Edmunds Answers

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  • avatar zaken1 01/18/12 1:59 am PST

    The way to sort this out is to turn on the headlights to high beam and then turn on the hazard flashers. See if all bulbs on both sides in the front and rear flash normally. If all the front and rear bulbs flash normally; the problem is not in the lights or their wiring. If any bulb is dim or is out; it may be defective, or installed improperly, or else there may be an open circuit or resistive connection in either the power wire or the ground wire or ground connection to that light assembly.

    You'll need a voltmeter and/or a 12 volt test light to check these wires. Measuring the voltage between the power side and the ground side of the bulb while it is lit by the flasher will be the most sensitive test. If any bulb has signiifcantly less voltage being dropped across it than the others; this indicates a resistive connection either on the power side or the ground side of that bulb. If a bulb has less voltage across it than the others; check the voltage between the ground side of that bulb's filament and a known good ground point. If there is any voltage reading in that test; there is a bad connection in the ground wire. Many light assemblies have a dedicated ground wire attached, which goes to a bolt in either the frame or the body. If a ground wire is disconnected or broken; or its connector is corroded; that can cause this type of problem. Other vehicles do not have a separate ground wire from the light assemblies, and instead ground the lights through the mounting bolts for the housings. If a car has been repainted; or if there is original paint overspray in the areas underneath the light housings, this can block the ground current from flowing. The body should be filed or scraped down to bare metal in those areas. Sometimes a dedicated 12 gauge stranded ground wire will have to be added to housings which do not have one.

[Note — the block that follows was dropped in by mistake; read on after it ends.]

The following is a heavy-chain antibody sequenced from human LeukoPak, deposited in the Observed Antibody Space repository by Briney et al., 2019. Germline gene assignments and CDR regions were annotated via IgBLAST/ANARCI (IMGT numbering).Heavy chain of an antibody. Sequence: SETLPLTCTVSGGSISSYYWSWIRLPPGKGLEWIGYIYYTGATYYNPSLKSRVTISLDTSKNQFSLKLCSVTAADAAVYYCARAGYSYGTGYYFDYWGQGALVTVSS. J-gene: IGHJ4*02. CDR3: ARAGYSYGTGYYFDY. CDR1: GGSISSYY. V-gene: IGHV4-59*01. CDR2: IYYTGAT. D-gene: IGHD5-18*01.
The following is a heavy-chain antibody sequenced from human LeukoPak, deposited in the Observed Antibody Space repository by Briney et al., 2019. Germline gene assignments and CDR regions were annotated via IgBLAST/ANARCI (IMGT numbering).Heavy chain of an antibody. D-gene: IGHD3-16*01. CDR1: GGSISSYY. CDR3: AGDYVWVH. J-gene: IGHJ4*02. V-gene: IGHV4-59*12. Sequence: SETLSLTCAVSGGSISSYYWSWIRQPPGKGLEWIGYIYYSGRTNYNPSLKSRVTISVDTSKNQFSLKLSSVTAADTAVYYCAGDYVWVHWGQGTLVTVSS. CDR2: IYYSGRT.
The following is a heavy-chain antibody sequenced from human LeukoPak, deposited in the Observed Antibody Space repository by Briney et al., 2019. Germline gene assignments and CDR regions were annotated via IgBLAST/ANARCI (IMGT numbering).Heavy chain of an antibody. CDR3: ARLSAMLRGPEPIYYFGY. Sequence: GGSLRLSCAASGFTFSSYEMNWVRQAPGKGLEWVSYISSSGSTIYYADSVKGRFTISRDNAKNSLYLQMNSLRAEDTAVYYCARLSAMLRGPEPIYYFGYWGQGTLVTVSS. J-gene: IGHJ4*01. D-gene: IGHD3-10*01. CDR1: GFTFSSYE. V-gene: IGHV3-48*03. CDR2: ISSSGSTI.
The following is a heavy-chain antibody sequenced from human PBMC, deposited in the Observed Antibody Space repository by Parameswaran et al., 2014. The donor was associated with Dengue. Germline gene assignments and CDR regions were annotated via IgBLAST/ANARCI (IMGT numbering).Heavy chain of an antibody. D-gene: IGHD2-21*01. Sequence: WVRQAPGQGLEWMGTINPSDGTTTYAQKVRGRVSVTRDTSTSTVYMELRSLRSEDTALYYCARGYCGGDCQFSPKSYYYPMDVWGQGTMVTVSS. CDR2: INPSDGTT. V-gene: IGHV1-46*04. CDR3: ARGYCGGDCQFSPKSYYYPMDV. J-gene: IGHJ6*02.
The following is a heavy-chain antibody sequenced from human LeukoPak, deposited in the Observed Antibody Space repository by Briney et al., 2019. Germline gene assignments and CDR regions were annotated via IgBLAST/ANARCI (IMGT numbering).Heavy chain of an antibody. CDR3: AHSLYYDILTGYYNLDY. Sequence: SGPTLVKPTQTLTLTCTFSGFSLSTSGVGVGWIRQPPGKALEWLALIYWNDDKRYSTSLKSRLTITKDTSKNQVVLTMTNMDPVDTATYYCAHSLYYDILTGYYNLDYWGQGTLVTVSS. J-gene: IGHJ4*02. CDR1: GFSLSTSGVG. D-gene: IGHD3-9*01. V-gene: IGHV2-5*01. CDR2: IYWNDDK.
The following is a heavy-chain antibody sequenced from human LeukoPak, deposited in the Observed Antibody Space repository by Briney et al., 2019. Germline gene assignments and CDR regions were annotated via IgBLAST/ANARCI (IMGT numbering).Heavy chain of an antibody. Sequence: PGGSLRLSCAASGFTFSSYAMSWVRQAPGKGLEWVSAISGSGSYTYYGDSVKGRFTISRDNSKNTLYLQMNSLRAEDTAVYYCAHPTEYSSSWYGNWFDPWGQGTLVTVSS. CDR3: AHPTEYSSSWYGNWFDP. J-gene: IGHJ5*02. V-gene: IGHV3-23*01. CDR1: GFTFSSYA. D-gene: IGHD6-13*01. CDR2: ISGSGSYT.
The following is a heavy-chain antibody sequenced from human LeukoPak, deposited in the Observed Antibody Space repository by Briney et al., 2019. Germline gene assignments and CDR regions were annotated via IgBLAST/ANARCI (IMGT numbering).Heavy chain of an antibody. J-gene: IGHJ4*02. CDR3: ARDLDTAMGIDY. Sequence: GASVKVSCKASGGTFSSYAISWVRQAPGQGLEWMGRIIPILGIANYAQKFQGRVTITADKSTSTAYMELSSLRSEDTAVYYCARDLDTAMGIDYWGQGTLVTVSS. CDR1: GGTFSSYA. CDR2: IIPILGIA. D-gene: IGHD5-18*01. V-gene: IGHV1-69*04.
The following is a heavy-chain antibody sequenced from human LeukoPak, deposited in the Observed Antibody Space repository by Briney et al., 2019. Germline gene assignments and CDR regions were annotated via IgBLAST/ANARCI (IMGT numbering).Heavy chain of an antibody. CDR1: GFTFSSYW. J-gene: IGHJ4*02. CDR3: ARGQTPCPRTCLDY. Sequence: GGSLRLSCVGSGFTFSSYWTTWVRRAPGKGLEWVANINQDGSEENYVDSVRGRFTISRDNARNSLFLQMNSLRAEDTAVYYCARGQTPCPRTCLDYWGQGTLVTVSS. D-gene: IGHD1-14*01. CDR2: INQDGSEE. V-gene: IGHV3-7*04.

Occasionally, on vehicles which have corrosion in the joints between body panels; the dedicated ground wire for the lights may have to be run through or underneath the vehicle all the way up to the battery ground connection. Once all the bulbs flash normally; if the brake lights still do not work; you should confirm that power which is strong enough to light a test light is available at the brake light switch. If no power is in the wiring at the brakelight switch; the fuse probably is defective EVEN THOUGH IT LOOKS FINE TO THE EYE. Replace that fuse with a new one of the same rating. If you cannot get power from the fuse block for the brake lights; it may be necessary to tap into another hot power source, install a 15 amp fuse in an inline fuseholder, and run it to the brake light switch.

    If there is power at the brakelight switch; but no power at the brake lights; the turn signal switch may be defective. (Power from the brake light switch then runs through the turn signal switch).

Answers

  • zaken1 01/18/12 1:59 am PST